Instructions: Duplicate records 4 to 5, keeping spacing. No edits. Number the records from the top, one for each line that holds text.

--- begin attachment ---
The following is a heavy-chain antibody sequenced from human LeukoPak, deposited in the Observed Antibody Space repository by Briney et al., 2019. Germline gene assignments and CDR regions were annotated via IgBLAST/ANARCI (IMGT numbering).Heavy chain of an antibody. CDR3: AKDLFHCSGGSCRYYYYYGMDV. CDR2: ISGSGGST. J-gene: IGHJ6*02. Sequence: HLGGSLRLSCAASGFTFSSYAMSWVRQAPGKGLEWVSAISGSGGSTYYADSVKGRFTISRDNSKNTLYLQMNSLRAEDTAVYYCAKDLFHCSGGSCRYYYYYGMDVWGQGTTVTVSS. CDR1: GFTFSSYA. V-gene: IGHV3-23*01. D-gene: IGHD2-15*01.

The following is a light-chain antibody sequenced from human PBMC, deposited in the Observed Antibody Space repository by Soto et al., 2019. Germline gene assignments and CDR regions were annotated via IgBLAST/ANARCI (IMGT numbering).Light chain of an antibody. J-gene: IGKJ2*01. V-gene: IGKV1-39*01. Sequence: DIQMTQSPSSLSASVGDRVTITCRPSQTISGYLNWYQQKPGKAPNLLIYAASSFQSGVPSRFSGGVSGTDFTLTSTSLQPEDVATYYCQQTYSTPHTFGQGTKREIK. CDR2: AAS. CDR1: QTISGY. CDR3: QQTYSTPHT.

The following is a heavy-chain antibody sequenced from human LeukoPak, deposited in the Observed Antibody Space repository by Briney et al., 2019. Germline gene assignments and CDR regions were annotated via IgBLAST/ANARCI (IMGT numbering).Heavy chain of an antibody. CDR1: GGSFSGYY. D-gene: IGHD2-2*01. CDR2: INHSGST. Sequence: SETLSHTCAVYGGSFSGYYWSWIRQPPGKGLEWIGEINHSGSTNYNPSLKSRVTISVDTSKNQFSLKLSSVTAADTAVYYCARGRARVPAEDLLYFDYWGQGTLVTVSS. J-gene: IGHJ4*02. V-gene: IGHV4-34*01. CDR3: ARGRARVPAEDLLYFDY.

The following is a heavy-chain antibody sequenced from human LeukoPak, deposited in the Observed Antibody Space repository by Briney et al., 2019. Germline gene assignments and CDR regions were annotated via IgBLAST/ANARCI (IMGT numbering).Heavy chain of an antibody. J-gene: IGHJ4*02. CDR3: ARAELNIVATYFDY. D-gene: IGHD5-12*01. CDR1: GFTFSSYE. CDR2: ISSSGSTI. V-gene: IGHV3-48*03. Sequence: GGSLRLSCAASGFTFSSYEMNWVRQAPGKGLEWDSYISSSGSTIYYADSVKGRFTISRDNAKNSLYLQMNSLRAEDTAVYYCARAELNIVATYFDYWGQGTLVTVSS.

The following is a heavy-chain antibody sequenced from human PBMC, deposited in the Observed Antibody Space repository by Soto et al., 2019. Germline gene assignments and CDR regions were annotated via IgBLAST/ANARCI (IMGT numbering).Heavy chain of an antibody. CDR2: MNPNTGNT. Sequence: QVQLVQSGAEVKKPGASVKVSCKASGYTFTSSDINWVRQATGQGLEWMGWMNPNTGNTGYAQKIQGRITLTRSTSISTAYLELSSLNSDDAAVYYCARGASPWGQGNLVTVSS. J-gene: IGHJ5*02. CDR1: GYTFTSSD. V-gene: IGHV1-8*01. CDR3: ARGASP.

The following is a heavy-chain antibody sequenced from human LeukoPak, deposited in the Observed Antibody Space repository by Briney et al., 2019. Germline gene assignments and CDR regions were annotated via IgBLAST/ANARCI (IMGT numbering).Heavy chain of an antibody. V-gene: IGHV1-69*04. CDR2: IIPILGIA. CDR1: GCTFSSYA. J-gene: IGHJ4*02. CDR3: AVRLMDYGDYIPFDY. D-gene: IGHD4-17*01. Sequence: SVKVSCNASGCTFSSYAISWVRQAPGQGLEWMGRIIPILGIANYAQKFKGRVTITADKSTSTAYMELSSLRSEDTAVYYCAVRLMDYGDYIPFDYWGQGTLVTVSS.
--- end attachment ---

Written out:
The following is a heavy-chain antibody sequenced from human LeukoPak, deposited in the Observed Antibody Space repository by Briney et al., 2019. Germline gene assignments and CDR regions were annotated via IgBLAST/ANARCI (IMGT numbering).Heavy chain of an antibody. J-gene: IGHJ4*02. CDR3: ARAELNIVATYFDY. D-gene: IGHD5-12*01. CDR1: GFTFSSYE. CDR2: ISSSGSTI. V-gene: IGHV3-48*03. Sequence: GGSLRLSCAASGFTFSSYEMNWVRQAPGKGLEWDSYISSSGSTIYYADSVKGRFTISRDNAKNSLYLQMNSLRAEDTAVYYCARAELNIVATYFDYWGQGTLVTVSS.

The following is a heavy-chain antibody sequenced from human PBMC, deposited in the Observed Antibody Space repository by Soto et al., 2019. Germline gene assignments and CDR regions were annotated via IgBLAST/ANARCI (IMGT numbering).Heavy chain of an antibody. CDR2: MNPNTGNT. Sequence: QVQLVQSGAEVKKPGASVKVSCKASGYTFTSSDINWVRQATGQGLEWMGWMNPNTGNTGYAQKIQGRITLTRSTSISTAYLELSSLNSDDAAVYYCARGASPWGQGNLVTVSS. J-gene: IGHJ5*02. CDR1: GYTFTSSD. V-gene: IGHV1-8*01. CDR3: ARGASP.